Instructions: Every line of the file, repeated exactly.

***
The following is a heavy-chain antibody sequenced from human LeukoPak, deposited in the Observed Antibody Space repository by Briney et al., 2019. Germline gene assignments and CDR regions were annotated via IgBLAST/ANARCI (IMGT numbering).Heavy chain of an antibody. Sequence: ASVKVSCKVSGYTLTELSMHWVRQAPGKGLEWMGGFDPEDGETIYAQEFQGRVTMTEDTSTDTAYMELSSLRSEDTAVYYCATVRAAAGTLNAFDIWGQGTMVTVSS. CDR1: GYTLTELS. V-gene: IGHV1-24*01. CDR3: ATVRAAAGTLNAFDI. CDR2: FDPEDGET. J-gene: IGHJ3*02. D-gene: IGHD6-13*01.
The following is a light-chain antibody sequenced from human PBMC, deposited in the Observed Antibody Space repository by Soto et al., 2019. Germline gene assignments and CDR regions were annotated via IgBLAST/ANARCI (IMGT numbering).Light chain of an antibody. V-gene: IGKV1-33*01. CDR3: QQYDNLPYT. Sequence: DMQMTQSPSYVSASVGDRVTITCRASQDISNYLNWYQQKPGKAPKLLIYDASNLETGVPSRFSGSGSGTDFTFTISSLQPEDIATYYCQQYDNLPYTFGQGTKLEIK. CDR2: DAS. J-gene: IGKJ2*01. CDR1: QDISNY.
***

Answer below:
The following is a heavy-chain antibody sequenced from human LeukoPak, deposited in the Observed Antibody Space repository by Briney et al., 2019. Germline gene assignments and CDR regions were annotated via IgBLAST/ANARCI (IMGT numbering).Heavy chain of an antibody. Sequence: ASVKVSCKVSGYTLTELSMHWVRQAPGKGLEWMGGFDPEDGETIYAQEFQGRVTMTEDTSTDTAYMELSSLRSEDTAVYYCATVRAAAGTLNAFDIWGQGTMVTVSS. CDR1: GYTLTELS. V-gene: IGHV1-24*01. CDR3: ATVRAAAGTLNAFDI. CDR2: FDPEDGET. J-gene: IGHJ3*02. D-gene: IGHD6-13*01.
The following is a light-chain antibody sequenced from human PBMC, deposited in the Observed Antibody Space repository by Soto et al., 2019. Germline gene assignments and CDR regions were annotated via IgBLAST/ANARCI (IMGT numbering).Light chain of an antibody. V-gene: IGKV1-33*01. CDR3: QQYDNLPYT. Sequence: DMQMTQSPSYVSASVGDRVTITCRASQDISNYLNWYQQKPGKAPKLLIYDASNLETGVPSRFSGSGSGTDFTFTISSLQPEDIATYYCQQYDNLPYTFGQGTKLEIK. CDR2: DAS. J-gene: IGKJ2*01. CDR1: QDISNY.